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Morgan Trefor O.
Journal of Cardiovascular Pharmacology: 1990
Original Article: PDF Only

Mortality resulting from coronary artery disease and sudden death has not been significantly reduced by the use of antihypertensive medications in patients with hypertension, despite evidence that hypertension is a major risk factor for myocardial infarction. One possible reason is that the drugs used may have adverse metabolic effects that negate the beneficial effect of lowering blood pressure. Diuretics and β-blocking agents produce a wide range of biochemical or metabolic alterations–e.g., changes in plasma potassium and in lipoprotein profiles. In general, fewer or less marked alterations are associated with the use of angiotensin-converting enzyme inhibitors, α-adrenergic blockers, and slow calcium channel blocking drugs. The effects of these agents alone and in combination and their potential relationship with coronary adverse events are reviewed. Although the clinical relevance of these alterations has yet to be fully determined, it is rational to suggest that given our current knowledge, the antihypertensive agent selected for use should be an effective, well-tolerated drug with a minimum of adverse biochemical or metabolic effects.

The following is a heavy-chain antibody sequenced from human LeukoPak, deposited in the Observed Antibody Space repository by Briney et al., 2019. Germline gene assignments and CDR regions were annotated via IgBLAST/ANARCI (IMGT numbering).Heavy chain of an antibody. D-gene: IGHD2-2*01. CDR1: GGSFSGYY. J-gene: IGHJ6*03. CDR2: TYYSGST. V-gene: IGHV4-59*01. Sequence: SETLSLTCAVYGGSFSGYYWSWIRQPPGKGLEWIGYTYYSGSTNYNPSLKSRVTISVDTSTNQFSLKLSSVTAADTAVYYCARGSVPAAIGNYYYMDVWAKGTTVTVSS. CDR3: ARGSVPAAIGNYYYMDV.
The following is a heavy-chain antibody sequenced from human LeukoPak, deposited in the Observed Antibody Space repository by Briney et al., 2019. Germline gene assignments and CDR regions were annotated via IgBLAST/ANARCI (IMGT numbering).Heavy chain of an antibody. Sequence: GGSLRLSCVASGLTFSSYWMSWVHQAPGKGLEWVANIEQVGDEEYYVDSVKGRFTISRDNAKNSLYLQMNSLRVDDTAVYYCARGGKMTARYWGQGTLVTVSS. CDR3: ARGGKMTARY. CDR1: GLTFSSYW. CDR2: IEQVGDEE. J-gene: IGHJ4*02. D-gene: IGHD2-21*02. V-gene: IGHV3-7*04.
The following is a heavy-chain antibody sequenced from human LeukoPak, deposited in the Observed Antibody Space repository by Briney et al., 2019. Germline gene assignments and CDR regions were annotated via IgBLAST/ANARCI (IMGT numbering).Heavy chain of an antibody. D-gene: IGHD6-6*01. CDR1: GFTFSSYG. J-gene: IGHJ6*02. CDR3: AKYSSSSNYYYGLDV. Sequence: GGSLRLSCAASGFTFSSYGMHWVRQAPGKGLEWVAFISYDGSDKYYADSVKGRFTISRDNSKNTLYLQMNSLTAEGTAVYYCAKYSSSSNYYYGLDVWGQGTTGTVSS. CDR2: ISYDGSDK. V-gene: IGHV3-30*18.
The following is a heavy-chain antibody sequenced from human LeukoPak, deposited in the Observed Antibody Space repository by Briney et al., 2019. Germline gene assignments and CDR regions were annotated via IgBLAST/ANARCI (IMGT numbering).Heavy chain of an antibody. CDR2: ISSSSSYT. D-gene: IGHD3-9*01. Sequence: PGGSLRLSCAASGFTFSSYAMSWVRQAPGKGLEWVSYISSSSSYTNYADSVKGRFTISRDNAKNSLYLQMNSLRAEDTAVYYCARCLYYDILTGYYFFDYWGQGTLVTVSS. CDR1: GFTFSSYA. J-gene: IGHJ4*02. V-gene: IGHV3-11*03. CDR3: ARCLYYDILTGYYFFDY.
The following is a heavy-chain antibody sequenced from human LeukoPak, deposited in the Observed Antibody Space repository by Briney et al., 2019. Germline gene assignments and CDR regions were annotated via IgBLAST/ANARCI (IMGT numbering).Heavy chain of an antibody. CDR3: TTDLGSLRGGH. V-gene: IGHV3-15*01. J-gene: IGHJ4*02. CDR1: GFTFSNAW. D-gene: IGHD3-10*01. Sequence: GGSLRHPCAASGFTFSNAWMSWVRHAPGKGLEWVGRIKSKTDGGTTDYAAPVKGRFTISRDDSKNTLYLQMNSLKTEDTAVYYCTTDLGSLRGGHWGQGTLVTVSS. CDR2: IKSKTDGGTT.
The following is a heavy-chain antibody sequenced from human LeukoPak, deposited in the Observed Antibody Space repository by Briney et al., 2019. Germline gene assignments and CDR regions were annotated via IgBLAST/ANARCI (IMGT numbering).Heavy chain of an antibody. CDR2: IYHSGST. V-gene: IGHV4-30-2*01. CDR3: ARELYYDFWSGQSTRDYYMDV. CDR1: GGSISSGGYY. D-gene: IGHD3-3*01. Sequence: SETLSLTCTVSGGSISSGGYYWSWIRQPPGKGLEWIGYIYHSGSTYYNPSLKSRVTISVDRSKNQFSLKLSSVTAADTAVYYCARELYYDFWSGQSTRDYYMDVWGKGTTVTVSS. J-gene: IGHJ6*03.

Copyright © 1990 Wolters Kluwer Health, Inc. All rights reserved.